What are the signs that children are engaged with you during music activities for preschoolers?
Much of my week is spent looking for signs that children are engaged while I’m presenting music activities in child care centres.
In a recent session I was waiting patiently for the children to settle into the circle. I had some music playing as an incidental listening activity. One of the younger children, aged about three and a half, approached me with a quizzical look on his face. “What’s that music?” he said. I answered “It’s a Mozart allegro for flute.” He said nothing more but continued his concentrated listening. I know he had heard it at least four times in the past. He had been attending the centre for most of his young life and in the toddler room we had listened to that Mozart piece while having morning tea. We’d also danced to it – floating around with coloured scarves. I don’t know if had heard it anywhere else but he was clearly giving me a sign that he was interested in that particular piece. Sign no. 1, they question you.
Last week, with the same group, I set down a box of tapping sticks in the centre of the circle ready to do a body percussion activity called “One Two Shoo Fly Shoo”. The girl who had purposely sat herself next to me said, “We’ve done this three times.” She was correct. In the past I had repeated each lesson once but as an experiment I had moved to two repeats. She had clearly been counting. I was worried. I said “is is too boring to do it again?” She smiled and said “No, it’s not boring.” What a relief! The only props I had with me were for the lesson I’d planned and I’d have been mortified if a highly switched-on four-year-old had found my work boring! Sign no. 2, they keep tabs on you.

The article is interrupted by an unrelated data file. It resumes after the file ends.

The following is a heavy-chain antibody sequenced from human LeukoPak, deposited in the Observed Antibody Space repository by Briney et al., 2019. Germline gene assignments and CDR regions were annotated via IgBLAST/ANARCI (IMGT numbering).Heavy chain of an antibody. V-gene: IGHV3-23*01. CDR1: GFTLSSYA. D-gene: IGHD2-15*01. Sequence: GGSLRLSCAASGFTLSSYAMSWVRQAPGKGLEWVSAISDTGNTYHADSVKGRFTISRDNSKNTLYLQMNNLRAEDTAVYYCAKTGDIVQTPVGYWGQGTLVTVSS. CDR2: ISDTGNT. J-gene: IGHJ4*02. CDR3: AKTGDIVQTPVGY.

By the way, she also removed herself from the seated group for I Know Old Lady Who Swallowed a Fly story song. She couldn’t stand the thought of the old lady swallowing all those animals. She rejoined us straight after. Sign No. 3, they let you know what they don’t like.
My favourite response happened after we’d finished the drama and movement activity, Old Kangaroo. As soon as I’d let out the last breath at the end of the song, a child called out “Again, again!” And then a chorus of “Again, again” started.ThenI knew that this was one of those music activities that had worked its magic. Sign no. 4, they want a repeat performance.
Another of my favourite responses happens when I start to sing a song and a child calls out, “I know that song!” At that point I will often call her or him out to sing to the group while standing alongside me or even to sing it alone. Sign no. 5, they want to do it themselves.
What are your observations about signs that children are engaged in your music activities for preschoolers? Please leave a reply in the comment box below.
If you want to discover some fully tested engaging resources, try out my lesson on the theme of flies and other annoying beasties. It’s called “Shoo Fly Shoo!” and it’s in our shop.